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More About Tenant’s Rights...
reasonable your landlord must either agree to the assignment or release you from your lease obligations. Tenants must follow specific rules when seeking to sublet or assign their apartment, and a failure to follow these rules may be grounds for eviction. Tenants with Section 8, a senior citizen rent increase exemption, or a disability rent increase exemption other rental assistance programs, or in housing where rent is based on income eligibility, may not have such rights to sublet and assign while participating in the programs always check your program's rules.
Seniors and Tenants With Disabilities
For tenants living in rent stabilized, rent controlled, and Mitchell-Lama apartments: If you are sixty-two years of age or older or a disabled tenant, and you pay one-third or more of your income in rent, your income falls below a certain income threshold, you can apply to have your rent frozen through the senior citizen rent increase exemption (SCRIE) or disability rent increase exemption (DRIE) programs. You may apply for such programs through the Department of Finance by calling 311. Seniors and disabled tenants also have unique protections against certain types of evictions.
You have the right to form, join, and participate in a tenant's organization for the purpose of protecting your rights. Tenants organizations have the right to use common areas of the building – including the lobby if a community room is not available – free of charge for meetings. Your landlord is forbidden by law to harass you for tenant-organizing activities.
Additional rights of Rent-Regulated Tenants
Rents stabilized and rent controlled tenants (rent regulated tenants) are subject to specific laws governing among other things maximum legal rents, causes for eviction, and leases. If you are a rent regulated tenant, you have certain rights relating to:
Lease renewals and riders
With some exceptions landlords cannot and the tenancy of rent regulated tenants without good cause. In most cases when tenants are in compliance with their leases rent controlled tenants have rights to continuous occupancy, and rent-stabilized tenants must be offered the option of either a one or two-year renewal lease, but if a renewal is not offered the old lease remains in effect. Rent stabilized tenants are not obligated to sign any riders or amendments that change the terms of their original lease.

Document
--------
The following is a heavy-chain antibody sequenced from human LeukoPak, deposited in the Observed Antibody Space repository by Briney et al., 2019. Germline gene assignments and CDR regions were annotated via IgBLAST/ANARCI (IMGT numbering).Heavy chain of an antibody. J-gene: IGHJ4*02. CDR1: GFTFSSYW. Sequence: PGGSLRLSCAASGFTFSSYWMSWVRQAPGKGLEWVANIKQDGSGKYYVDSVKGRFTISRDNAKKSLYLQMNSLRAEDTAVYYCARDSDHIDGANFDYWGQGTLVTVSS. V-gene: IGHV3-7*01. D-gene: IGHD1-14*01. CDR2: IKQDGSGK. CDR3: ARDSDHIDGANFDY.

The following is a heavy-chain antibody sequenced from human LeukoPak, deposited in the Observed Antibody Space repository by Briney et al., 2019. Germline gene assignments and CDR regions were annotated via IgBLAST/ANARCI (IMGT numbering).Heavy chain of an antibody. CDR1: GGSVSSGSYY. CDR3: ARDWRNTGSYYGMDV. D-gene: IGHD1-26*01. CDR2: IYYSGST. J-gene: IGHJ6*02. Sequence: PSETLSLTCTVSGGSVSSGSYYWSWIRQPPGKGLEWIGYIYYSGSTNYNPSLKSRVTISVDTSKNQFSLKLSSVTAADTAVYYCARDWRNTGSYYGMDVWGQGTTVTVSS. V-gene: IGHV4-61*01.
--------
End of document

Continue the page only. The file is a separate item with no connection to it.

In rent regulated units, an apartment's unique history determines its legal maximum rent. Increases for rent controlled tenants are governed by the maximum base rent (MBR) system. Rent increases for rent-stabilized tenants may not exceed the guidelines set annually by the New York City Rent Guidelines Board. Landlords can also apply for increases for major capital improvements (MCIs) or individual apartment improvements (IAIs) for certain types of work, using specific guidelines and formulas. Tenants have an opportunity to review a landlord’s major capital improvement application and challenge inconsistencies or violations of regulations. Tenants may avoid individual apartment improvements rent increases for broken appliances by asking for them to be replaced with used working ones rather than new ones. Individual apartment improvements performed during vacancy can be challenged by the subsequent tenant by filing a rent overcharge complaint with New York State Homes and Community Renewal.
Certain family members (including non-traditional family members) who live with a regulated tenant for a period of time before the primary tenant moves or dies have the right to take over the lease for the apartment under the same terms, conditions, and rent levels.
Regulated tenants may apply for a reduction of rent with the DHCR for decreased services.
Regulated tenants may investigate and challenge illegal overcharges and seek a rent adjustment plus damages with New York State Homes and Community Renewal.
From the Metropolitan Council on Housing
Your Rights As A New York City Tenant